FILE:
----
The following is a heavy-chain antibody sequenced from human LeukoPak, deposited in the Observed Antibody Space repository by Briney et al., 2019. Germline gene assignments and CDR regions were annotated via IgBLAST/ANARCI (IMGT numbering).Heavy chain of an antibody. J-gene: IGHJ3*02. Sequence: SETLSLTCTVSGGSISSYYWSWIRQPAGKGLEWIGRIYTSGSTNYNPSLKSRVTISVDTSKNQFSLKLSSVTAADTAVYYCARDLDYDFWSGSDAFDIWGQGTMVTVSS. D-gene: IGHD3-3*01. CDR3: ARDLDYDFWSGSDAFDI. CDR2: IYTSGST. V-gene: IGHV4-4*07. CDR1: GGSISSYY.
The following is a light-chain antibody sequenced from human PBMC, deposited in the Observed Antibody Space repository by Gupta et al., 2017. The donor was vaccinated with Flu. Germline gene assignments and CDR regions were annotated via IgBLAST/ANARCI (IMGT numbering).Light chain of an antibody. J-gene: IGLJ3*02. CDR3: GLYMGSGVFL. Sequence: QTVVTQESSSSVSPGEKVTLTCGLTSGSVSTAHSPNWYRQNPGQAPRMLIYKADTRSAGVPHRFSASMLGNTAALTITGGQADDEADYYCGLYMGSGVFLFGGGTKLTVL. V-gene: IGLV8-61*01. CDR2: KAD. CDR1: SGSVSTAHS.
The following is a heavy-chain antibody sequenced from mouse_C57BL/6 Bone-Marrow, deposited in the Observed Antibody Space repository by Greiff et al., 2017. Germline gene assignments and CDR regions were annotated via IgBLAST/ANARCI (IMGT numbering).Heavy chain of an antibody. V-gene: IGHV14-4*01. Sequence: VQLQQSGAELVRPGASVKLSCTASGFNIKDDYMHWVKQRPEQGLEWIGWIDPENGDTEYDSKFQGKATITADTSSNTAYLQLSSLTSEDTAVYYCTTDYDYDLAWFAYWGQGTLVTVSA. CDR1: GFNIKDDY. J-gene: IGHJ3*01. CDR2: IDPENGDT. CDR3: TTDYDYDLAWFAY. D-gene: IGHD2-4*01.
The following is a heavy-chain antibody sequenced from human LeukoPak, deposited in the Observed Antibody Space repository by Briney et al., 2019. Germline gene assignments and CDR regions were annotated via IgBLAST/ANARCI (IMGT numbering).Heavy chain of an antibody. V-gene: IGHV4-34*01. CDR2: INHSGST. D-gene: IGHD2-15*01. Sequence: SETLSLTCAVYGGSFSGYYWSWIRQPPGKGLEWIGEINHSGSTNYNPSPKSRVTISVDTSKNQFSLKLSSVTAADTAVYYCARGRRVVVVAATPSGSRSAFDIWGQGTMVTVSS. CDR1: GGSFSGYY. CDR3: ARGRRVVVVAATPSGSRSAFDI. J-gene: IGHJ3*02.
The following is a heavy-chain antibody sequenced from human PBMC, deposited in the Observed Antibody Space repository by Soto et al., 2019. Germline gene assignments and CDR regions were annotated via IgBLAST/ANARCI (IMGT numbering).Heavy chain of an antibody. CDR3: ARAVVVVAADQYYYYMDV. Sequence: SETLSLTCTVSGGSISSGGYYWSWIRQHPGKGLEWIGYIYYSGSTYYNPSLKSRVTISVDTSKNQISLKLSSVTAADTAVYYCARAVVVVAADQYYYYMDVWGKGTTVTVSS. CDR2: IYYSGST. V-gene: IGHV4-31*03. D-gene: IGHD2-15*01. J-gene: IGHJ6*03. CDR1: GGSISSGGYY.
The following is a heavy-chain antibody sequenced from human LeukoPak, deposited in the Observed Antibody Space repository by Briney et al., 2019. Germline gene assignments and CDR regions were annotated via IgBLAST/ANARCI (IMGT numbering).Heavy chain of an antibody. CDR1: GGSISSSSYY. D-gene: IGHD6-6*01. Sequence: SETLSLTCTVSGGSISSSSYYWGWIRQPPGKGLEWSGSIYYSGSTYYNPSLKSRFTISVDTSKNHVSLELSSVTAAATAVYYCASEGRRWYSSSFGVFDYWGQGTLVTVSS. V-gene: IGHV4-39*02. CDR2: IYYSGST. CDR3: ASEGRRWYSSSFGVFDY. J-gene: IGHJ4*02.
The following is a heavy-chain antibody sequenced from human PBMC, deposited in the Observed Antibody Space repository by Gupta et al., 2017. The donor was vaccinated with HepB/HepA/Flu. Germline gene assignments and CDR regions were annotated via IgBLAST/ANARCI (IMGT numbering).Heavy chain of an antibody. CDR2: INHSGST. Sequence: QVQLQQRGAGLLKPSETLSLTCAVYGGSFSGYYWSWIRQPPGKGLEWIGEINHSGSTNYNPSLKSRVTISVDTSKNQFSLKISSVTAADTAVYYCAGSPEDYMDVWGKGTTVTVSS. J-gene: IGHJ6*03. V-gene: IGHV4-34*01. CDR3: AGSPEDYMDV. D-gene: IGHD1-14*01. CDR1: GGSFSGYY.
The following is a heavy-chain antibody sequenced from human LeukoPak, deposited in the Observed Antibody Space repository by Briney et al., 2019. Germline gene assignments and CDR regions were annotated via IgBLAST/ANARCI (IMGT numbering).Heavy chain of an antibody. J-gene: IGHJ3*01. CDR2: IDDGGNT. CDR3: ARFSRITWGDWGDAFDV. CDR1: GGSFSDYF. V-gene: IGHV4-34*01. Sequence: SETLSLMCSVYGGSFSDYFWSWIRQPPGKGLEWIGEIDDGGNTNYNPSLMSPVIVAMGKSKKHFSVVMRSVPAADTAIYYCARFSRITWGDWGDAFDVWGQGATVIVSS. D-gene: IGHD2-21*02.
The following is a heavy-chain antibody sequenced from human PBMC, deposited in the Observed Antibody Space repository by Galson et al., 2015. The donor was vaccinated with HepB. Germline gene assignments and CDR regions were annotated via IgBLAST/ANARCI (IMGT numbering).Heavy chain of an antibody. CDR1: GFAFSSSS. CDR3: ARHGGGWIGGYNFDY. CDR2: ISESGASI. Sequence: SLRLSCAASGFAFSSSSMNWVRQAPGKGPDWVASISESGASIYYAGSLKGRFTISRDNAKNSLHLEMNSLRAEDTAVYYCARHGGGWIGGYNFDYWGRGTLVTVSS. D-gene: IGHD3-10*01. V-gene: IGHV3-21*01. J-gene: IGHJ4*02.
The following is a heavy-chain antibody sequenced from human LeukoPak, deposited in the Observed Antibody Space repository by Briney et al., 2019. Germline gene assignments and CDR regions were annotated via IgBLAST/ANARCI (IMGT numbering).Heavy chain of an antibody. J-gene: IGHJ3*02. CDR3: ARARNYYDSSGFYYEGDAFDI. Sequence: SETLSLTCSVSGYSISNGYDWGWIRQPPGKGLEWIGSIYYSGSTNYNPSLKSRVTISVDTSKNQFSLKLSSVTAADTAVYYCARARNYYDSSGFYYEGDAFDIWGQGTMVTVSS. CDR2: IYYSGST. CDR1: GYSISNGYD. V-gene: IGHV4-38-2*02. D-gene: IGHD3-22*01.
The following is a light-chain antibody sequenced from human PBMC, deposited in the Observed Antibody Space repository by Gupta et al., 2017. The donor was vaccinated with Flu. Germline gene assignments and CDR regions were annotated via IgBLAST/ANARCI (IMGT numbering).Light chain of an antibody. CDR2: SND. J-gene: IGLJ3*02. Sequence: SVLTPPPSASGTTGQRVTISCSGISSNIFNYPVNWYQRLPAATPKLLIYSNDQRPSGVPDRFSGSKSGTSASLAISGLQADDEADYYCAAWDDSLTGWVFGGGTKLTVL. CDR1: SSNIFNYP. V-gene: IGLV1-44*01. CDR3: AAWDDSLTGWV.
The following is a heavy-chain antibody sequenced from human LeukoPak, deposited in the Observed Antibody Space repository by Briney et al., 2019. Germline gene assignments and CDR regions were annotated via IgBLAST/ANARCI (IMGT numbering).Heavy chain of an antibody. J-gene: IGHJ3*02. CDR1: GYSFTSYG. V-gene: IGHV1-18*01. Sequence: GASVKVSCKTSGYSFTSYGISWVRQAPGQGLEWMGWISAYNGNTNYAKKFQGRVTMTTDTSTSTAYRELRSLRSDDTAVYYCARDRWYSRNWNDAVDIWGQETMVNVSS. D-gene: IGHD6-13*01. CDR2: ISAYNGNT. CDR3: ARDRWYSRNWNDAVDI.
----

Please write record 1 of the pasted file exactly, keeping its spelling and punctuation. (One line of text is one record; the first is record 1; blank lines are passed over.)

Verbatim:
The following is a heavy-chain antibody sequenced from human LeukoPak, deposited in the Observed Antibody Space repository by Briney et al., 2019. Germline gene assignments and CDR regions were annotated via IgBLAST/ANARCI (IMGT numbering).Heavy chain of an antibody. J-gene: IGHJ3*02. Sequence: SETLSLTCTVSGGSISSYYWSWIRQPAGKGLEWIGRIYTSGSTNYNPSLKSRVTISVDTSKNQFSLKLSSVTAADTAVYYCARDLDYDFWSGSDAFDIWGQGTMVTVSS. D-gene: IGHD3-3*01. CDR3: ARDLDYDFWSGSDAFDI. CDR2: IYTSGST. V-gene: IGHV4-4*07. CDR1: GGSISSYY.